are packages safe

During difficult times like these, many of us have a tons of questions.

Thankfully, there are highly intelligent people out there who have their finger on the pulse of all of this. I am certainly not one of them. However, Dr. Dan Grove, MD is.

He is both a doctor on the front lines and, unfortunately, a patient now as well. He is on the mend, getting over COVID-19, and here to help us better understand our new normal.

Here are some answers he gives us to two crucial questions. (They come from his blog My Covid Journey.)

Are package deliveries safe?

Dr. Grove reveals the following:

“Since this saga started about 2 weeks ago, I have received countless questions about issues relating to the coronavirus. I am not an expert on infectious diseases nor do I claim to be an expert on this virus in particular. I’m not really giving you any information that you can’t get from another source. So why am I doing this you may ask. The answer is that people have been asking me tons of questions. Because of how this virus is scaring everyone, people want a bit more of a personal explanation of what’s happening to ease anxieties. I’d imagine most doctors have had to take on this role of surrogate expert. In a way, this is a main part of our job. People are feeling overwhelmed by the quantity and nebulousness of the information and want someone to explain things to them in laymen’s terms. That’s what I’m trying to do. It is my sincerest hope that it helps.

One of the questions I have been hearing a lot recently is about the safety of package and take out food deliveries. With fewer people going to the store, many are turning to Amazon and the like to fill their house with all the stuff that occupies our space and time in the internet age. As the comedian George Carlin has said, “A house is a place to put your stuff, while you go out and get more stuff”. In this case we’re not going out to get the stuff, but the message is the same.

All this stuff is coming to us having passed through the hands of multiple individuals raising concerns about transmission of the virus. To review, the main ways the virus is transmitted is by large droplets in the air getting on you. This is only an issue if you are within 6 feet of someone who is infected and is prevented by social distancing. The other main way it’s transmitted is by the fomite-to face route ( to review that read my previous post How is the coronavirus transmitted). A package would be via the fomite-to-face route.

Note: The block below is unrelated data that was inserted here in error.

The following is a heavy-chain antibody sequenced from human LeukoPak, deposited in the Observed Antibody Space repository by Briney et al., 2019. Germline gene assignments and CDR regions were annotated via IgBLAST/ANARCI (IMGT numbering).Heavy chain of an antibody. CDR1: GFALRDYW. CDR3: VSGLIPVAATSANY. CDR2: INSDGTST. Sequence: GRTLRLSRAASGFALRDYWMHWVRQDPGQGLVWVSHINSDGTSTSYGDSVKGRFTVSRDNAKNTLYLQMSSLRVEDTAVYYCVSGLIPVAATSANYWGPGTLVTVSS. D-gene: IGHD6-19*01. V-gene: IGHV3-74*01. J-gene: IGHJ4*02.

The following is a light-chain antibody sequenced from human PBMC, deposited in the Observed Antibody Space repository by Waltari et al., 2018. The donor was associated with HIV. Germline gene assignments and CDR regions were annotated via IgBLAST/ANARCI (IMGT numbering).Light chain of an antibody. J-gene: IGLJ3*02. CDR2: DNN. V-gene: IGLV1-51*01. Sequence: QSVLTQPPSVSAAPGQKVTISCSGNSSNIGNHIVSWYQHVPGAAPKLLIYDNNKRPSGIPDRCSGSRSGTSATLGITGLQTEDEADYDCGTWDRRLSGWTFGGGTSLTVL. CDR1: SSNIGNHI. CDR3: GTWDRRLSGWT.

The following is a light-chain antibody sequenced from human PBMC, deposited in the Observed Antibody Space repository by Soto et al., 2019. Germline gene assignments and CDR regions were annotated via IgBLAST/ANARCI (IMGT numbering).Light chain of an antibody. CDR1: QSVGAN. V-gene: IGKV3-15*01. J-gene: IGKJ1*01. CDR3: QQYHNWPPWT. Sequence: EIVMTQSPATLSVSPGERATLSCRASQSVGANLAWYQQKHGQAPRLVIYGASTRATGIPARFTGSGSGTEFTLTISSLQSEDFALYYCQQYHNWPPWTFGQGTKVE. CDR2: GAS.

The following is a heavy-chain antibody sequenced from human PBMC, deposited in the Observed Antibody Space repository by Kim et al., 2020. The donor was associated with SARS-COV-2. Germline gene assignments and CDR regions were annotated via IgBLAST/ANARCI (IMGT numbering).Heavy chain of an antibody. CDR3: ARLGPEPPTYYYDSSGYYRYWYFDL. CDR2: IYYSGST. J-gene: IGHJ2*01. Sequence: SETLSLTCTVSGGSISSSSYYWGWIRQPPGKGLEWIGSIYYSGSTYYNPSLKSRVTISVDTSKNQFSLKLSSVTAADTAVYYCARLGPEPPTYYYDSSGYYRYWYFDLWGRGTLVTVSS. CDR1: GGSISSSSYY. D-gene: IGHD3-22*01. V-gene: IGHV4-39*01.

This issue with Amazon and other delivery companies turns out to be a serious problem. The Daily Mail reported that Amazon workers had tested positive at 10 separate US warehouses. Since their packages are going out far and wide, the virus could be spread easily. Now before you panic and burn the packages, take a breath, put down the blow torch, and read further.

The virus lives for different periods of time on different surface types. A correspondence in the New England Journal of Medicine (you can access it here) discussed data on the survival rates depending on the type of surface it was found. The virus was viable for up to 72 hours on stainless steel and plastic which are the biggest concern, think door and appliance handles. On cardboard, however, there was no viable virus measured after 24 hours.

This means that you can still get packages from Amazon. It also means you can get your take out food and stuff from the stores as well you should just take the following steps:

  1. When you get the package from Amazon, take it out of the box and throw the box out.
  2. If you need the item immediately, disinfect it before opening it.
  3. If not, you can leave it for 24 hours and then open it.
  4. For food containers, take the food out of the packaging and throw the packaging away.
  5. Wash your hands before you eat (you should do this anyways).

This is all good news. Those Amazon packages can be a life line of needed supply reinforcements in the battle against childhood boredom. Take out is also the main nutritional source for many young urban types as well so don’t worry if there’s only an old can of beer and a tupperware based science experiment in the fridge, you can have Door Dash tonight. Bon Appetit!”